*From*: Jean Brefort <jean brefort normalesup org>*To*: John Denker <jsd av8n com>*Cc*: gnumeric-list gnome org*Subject*: Re: manual ticks of an axis*Date*: Tue, 25 Nov 2014 16:08:59 +0100

Le mardi 25 novembre 2014 à 07:36 -0700, John Denker a écrit :

On 11/25/2014 05:15 AM, Jean Brefort wrote:There is already an enhancement request: https://bugzilla.gnome.org/show_bug.cgi?id=600482. I'm unsure about random ticks. I'd like a significant use case for them before trying to implement them.Could we please call them /manual/ ticks or /arbitrary/ ticks rather than "random" ticks?

No problem, but I intentionally used "random" because the bug reporter seems to be able to add ticks not following any rule, which seems weird at first sight, at least. On the other side, things as T^n (n real such as -1, 1/2 or whatever is meaningful, and I plan to implement that), actually we might have different ticks on different lines of the same axis like T and 1/T, or the same with different units (cm and in or so) The rule is that we should be able to build any chart in gnumeric (this just needs a lot of time), at least if it seems meaningful. If we are to go on with this discussion, we should use the bug report since mails are prone to vanish. Sorry for my approximate english which might not perfectly reflect what I actually mean. Cheers, Jean

Also note that it is the ticks and labels that are important; the "axis" itself becomes a nuisance and a source of confusion as soon as you try to do anything nontrivial, such as a spacetime diagram or ternary phase diagram; for details see https://www.av8n.com/physics/axes.htm ============= The discussion of use cases starts with the observation that a gnumeric XY plot offers two "types" of axes: linear and logarithmic. These must be considered two special cases in a vast universe of possibilities. It would be nice to handle the general case. Case 1: Arrhenius law: rate proportional to exp(1/T). To represent this as a straight line, it is necessary to plot log(rate) versus 1/T. It would be nice to have ticks labeled in terms of T, not 1/T: position label 1/4 T=4 1/2 T=2 2/3 T=1.5 1 T=1 Case 2: Ohm's law. Current as a function of inverse resistance at constant voltage. Similar to case 1, without the exponential. Case 3: The resistance of a carbon-comp resistor at very low temperatures is exponential in the square root of 1/T. Such things are used as thermometers. For plotting the calibration curve, it's really nice to have a straight line plot, plotted as a function of 1/√T, with ticks labeled in units of T. Case 4: If you want to get serious, consider tilted ticks and iso-contours as in any ternary plot: http://en.wikipedia.org/wiki/Ternary_plot Case 5: Tilted ticks and iso-contours due to rotation in the XY plane, e.g. magnetic north versus geographical north. Case 6: Tilted ticks and iso-contours due to rotation in the XT plane in spacetime, using /hyperbolic/ trigonometry. https://www.av8n.com/physics/axes.htm#sec-spacetime Case 7: If you want to get really serious, consider the task of labeling all *four* sets of iso-contours in a chart such as this psychrometric chart: https://www.av8n.com/physics/axes.htm#fig-PsychrometricChart-SeaLevel-SI Case 8: Similarly, the *four* sets of iso-contours in a thermodynamic "indicator diagram" such as https://www.av8n.com/physics/thermo/path-cycle.html#fig-path-pv =========================== I could go on, but I reckon you get the idea. There are a lot of serious real-world applications for tick-marks and iso-contours that are not simply linear in X or logarithmic in X. _______________________________________________ gnumeric-list mailing list gnumeric-list gnome org https://mail.gnome.org/mailman/listinfo/gnumeric-list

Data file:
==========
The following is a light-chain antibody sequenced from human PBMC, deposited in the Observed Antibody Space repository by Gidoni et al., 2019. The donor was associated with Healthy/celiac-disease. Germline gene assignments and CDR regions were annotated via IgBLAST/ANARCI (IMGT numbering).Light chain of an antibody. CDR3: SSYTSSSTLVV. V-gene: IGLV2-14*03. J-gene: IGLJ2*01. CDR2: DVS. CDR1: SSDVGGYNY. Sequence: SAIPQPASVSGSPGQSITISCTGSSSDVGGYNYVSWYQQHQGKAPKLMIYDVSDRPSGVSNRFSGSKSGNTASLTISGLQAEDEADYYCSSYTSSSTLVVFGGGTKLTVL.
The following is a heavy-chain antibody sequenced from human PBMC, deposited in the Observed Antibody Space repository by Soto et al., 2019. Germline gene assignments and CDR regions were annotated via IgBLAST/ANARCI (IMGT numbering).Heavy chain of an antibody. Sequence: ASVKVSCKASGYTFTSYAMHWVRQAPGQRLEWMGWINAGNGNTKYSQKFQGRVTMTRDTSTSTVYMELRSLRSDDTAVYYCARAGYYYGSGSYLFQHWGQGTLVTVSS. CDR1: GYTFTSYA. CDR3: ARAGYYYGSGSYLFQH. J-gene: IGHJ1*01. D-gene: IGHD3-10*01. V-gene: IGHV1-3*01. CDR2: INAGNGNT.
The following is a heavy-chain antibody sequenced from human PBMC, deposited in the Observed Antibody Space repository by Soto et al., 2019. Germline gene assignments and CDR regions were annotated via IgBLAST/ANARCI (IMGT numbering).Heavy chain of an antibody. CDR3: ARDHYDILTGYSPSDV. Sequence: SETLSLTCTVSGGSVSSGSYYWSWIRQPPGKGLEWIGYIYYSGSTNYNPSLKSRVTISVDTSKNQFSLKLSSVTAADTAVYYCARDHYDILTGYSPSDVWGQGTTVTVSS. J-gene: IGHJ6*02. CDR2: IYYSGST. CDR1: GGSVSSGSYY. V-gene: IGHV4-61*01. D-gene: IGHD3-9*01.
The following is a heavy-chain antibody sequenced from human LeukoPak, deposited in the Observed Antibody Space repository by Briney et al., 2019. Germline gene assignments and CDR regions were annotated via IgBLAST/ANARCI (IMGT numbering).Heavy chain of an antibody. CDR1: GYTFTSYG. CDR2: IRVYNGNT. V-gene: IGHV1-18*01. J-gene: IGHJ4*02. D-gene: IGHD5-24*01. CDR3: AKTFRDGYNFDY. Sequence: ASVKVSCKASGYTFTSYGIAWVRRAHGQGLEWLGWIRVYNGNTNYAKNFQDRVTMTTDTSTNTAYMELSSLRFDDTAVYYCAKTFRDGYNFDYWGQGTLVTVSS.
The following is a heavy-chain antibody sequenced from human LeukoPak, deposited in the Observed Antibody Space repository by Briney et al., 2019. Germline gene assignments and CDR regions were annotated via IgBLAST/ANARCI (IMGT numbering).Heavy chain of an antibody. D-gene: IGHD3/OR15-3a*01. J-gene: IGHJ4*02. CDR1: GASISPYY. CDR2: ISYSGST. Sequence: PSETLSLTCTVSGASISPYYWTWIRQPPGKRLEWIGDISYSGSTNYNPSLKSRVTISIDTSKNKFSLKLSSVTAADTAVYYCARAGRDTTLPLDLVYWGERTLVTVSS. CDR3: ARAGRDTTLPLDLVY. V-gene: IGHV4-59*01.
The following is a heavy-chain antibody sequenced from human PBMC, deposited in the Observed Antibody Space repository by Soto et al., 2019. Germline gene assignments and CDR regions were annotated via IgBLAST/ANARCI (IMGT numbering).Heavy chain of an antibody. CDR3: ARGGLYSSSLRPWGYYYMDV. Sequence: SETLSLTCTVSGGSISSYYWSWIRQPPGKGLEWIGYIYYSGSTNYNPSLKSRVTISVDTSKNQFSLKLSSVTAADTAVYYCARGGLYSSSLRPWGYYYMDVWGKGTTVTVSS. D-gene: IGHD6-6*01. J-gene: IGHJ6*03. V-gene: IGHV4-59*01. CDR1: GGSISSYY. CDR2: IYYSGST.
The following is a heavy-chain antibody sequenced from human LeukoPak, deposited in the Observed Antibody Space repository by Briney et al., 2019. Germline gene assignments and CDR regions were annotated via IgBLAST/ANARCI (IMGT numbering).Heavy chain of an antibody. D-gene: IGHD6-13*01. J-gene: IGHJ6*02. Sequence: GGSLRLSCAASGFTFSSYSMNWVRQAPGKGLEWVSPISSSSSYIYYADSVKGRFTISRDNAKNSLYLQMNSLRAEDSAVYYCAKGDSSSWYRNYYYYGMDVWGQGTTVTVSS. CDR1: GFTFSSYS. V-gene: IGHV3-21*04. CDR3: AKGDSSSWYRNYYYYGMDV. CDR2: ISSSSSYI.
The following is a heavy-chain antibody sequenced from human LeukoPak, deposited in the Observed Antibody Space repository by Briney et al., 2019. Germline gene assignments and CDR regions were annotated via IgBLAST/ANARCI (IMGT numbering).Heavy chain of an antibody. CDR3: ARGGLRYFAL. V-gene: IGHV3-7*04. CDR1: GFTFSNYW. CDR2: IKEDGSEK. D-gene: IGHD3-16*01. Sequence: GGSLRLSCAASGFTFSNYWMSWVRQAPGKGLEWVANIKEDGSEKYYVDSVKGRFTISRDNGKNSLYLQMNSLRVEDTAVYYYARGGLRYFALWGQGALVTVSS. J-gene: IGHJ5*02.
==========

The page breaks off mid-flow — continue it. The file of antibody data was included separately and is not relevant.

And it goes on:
**References**:**manual ticks of an axis***From:*Frédéric Parrenin

**Re: manual ticks of an axis***From:*Jean Brefort

**Re: manual ticks of an axis***From:*John Denker

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